Before you get all bent out of shape about me employing such a cliché, let me explain that as a teacher, I get to use this cliché. Now mind you, I wasn't an elementary teacher with the alphabet and its corresponding words as a border around the ceiling of my room, but I was a math teacher with a bulletin board of hysterical math jokes. And I played the xylophone. In front of the entire student body. Because I lost a bet. Does that sound more like something you'd like to read? Tina, sitting on the stage floor, cross-legged, green Christmas bow on my head, playing my little heart out? Thought so. Or bye. Whatever! I'm telling this story. You may read, or not read.
When I joined the faculty of, let's call it Ryder Middle School, I was a brand new teacher, fresh out of college, full of enthusiasm and ideas. It would take eight years to squash all that, but squashed it was, eventually. One of the ways I stayed sane enough to make it even that long in a broken system was that I had friends. Good friends with whom I could rant and rave my little heart out about the crap that is government bureaucracy applied to a system that's barely functioning. (I know some of you dear readers are teachers ~ this is in no way meant to demean what you do. I mean to applaud you for keeping at it. I only lasted eight years. If you're still out there in the trenches then you have that something that I lacked. And you have my admiration and awe. You rock.)
Without really planning it, five of us ended up really bonding. Let me introduce you to the group. It started with me and the veteran eighth grade math teacher. (I taught 7th grade math.) Without being asked or assigned in any sort of official way, she became my mentor. “Ms. K” had it dialed in; she'd been at this job her entire career, and she was damn good at it. I don't know what sort of teacher I would have become had it not been for her guidance.
“Ms. K” was good friends with “Ms. L” the “consumer and family studies instructor” (who refused to say, “I teach home ec.”) She was also nearing the end of her career, but didn't “need” to work; she and her hubby owned a very successful business. She taught because she loves kids.
“Ms. M” worked in my classroom everyday. Back then, they “tracked” kids in math, as in I had a class of pre-algebra smarty pants kids, a class of “I hate math and I don't get it and I never will” remedial kids, and three classes of “we're so average no one notices us at all” kids. The third member of our group was one of the resource teachers. That means “Ms. M” devoted her life to helping the kids burdened with learning disabilities, both in her own classroom, and if enough of them were all in the same class at the same time, in the “regular” classrooms. We hit it off right away. What's not to love about a woman with enough patience to explain for the millionth time what subtraction means, rides her Harley to school, and teaches her students poker to hone their math and logic skills? All that, and with a sense of humor so strong that we had to be careful not to dissolve into hysterics. Daily. (If you're into humor, read T is for Teacher . She was in the room that day)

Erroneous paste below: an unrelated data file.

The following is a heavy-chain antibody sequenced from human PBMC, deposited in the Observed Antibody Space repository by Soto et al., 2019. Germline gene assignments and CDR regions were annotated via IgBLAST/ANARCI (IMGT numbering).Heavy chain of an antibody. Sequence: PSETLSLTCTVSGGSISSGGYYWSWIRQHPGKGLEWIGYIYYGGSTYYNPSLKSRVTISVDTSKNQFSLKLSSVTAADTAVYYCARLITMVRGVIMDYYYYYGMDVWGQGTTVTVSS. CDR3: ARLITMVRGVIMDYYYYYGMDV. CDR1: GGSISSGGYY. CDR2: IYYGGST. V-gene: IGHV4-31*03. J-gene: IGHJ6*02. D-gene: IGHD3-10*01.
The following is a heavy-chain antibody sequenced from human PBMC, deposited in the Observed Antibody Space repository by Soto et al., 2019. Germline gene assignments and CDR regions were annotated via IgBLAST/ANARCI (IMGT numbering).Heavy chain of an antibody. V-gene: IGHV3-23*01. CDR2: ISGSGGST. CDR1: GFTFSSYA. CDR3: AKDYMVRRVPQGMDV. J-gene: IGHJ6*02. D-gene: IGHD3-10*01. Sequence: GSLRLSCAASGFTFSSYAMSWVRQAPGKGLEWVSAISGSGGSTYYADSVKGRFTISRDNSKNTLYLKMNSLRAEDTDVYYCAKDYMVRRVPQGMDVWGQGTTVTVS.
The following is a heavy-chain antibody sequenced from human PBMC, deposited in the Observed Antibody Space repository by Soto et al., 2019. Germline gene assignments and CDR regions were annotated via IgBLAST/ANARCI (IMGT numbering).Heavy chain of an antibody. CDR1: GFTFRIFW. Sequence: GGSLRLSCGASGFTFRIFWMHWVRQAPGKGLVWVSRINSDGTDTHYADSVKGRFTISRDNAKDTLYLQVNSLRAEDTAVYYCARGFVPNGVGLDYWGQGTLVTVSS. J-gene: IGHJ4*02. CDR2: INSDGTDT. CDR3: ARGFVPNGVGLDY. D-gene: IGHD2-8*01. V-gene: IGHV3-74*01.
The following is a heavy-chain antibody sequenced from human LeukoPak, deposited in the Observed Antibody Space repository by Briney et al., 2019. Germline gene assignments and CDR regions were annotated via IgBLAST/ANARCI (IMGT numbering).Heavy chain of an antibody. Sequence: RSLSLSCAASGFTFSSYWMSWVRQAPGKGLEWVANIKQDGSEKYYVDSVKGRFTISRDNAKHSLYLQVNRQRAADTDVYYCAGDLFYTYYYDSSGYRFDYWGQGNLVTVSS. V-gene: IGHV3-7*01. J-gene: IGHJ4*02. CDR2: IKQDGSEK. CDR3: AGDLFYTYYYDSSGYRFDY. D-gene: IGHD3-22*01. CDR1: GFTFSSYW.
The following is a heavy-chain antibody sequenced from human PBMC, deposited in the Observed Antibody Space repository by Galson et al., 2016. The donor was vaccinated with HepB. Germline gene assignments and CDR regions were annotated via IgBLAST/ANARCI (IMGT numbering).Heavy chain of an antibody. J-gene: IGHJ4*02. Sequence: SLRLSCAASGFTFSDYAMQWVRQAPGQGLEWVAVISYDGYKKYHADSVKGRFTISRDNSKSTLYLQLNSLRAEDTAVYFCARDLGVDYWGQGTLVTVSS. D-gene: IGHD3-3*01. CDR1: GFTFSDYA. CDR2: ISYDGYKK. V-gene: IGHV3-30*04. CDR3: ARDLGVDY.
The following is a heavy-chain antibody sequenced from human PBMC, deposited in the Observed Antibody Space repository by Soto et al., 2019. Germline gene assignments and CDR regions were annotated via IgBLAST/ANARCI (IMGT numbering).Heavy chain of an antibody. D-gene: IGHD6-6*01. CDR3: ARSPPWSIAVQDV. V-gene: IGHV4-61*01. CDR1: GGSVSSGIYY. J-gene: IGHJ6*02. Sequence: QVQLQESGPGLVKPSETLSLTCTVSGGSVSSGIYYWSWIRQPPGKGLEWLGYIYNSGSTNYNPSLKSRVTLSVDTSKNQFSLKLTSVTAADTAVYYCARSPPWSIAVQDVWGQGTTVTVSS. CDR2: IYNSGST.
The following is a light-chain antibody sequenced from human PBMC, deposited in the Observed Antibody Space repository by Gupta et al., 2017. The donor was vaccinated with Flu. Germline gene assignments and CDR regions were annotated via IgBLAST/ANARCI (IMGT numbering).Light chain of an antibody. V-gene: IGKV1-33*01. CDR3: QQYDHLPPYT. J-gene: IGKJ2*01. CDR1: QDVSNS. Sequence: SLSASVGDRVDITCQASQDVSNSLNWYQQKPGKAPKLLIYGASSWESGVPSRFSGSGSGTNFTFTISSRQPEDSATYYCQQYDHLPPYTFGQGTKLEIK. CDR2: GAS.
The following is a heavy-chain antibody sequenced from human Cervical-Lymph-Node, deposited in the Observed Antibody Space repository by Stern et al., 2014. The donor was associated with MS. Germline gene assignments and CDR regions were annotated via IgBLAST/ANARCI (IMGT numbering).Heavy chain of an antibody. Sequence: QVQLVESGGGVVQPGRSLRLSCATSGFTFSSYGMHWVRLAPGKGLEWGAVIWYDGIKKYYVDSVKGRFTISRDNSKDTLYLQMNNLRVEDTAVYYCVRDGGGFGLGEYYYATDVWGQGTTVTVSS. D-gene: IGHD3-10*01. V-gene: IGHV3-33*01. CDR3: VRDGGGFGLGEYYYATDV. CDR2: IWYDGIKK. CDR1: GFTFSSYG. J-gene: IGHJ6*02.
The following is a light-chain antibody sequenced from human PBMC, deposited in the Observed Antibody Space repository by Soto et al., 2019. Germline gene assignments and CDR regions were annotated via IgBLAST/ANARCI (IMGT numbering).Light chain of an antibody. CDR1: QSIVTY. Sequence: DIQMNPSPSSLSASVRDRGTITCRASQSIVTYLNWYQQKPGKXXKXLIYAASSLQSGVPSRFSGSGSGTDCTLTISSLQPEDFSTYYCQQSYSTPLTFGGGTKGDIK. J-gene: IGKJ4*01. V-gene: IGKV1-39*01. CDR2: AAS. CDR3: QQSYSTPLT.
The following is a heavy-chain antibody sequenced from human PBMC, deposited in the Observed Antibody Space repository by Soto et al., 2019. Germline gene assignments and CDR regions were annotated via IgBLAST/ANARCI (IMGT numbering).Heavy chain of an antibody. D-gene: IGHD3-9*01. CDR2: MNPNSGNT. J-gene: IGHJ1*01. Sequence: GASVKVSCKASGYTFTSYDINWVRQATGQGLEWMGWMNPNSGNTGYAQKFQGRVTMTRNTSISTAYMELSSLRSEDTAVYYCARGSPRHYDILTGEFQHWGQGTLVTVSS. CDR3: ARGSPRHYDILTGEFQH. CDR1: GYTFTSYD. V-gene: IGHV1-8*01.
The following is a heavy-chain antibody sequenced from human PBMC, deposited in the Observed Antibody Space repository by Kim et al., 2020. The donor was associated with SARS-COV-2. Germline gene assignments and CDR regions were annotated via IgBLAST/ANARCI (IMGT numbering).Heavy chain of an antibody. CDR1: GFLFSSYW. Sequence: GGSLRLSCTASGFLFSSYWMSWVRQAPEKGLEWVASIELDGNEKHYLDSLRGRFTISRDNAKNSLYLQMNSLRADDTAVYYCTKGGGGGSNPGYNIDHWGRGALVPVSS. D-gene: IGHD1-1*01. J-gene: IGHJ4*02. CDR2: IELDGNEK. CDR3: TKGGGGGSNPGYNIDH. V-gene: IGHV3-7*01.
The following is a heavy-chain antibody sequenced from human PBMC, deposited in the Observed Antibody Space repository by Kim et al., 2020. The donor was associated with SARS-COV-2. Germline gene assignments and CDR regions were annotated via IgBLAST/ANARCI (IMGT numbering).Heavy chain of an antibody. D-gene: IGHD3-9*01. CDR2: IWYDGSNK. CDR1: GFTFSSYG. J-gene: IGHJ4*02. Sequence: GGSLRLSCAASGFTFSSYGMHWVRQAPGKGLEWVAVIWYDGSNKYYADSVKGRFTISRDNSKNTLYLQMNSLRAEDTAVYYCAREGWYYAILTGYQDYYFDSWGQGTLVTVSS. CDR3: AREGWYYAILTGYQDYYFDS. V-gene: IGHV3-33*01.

The fifth member of our posse was the guidance counselor. “Ms. N” was a pastor's wife with two grown boys, and the voice of reason we all needed. (Her boys played baseball, one of them for the Rockies. One of my most cherished souvenirs is his baseball card. Signed, of course.)
Most Friday afternoons we met at Ms. K's house, two blocks from the school. We drank. Believe me, by Friday, we needed the release. Ms. N was a martini drinker. I'd never tried one, but now I am a martini drinker. Yes, I still chug chardonnay, but when in a bar or restaurant, it's Beefeaters, extra dry, up, with a twist, NO olives. Ms. L wasn't much of a drinker, but when she drank, it was shots of tequila. I know, right? With all the libations floating around, It wasn't long before we came up with THE perfect name for our group. 4 + 1. Yup, mathy-nerdy, but 40% of our group were math teachers!
Let me explain. You pick a category, four of us would fit, one would be left out. For example, four of us owned homes, one rented. Four of us drove American cars. One drove a Volvo. Four of us were heterosexual. One of us was not. Four of us had siblings, one did not. I could go on and on and on. Because that's what we did when lubed up enough, but I know you're all wondering, “Where's the damn xylophone?” so I'll go there now.
Middle school kids are bright. Bright, and insanely curious about the private lives of their teachers. They knew we were all friends, they knew what we called ourselves (because I cracked. And no, I never heard the end of it from the other four...) and they tried to break the code. Day after day after day of categories were bantered about, everyone trying to find SOMETHING that all five of us did/had/were. Can you see where this is going? Finally, to shut them up, I made a bet. “If you can find something all five of know how to do, we'll do it for the school talent show, BUT whoever finds that answer, also has to be in the talent show.”
So there you have it. The last act of the talent show that year was the five of us, playing xylophone. Bows on our heads. The song? Jingle bells. And no, thank GOD, I have no video.
P.S Yes. This was supposed to be posted yesterday. Yes, technically, I failed to complete the AZ Challenge. But in my defense, what I was doing instead was helping Best with the latest marketing for her debut novel. See Family Secrets. Then go buy her book!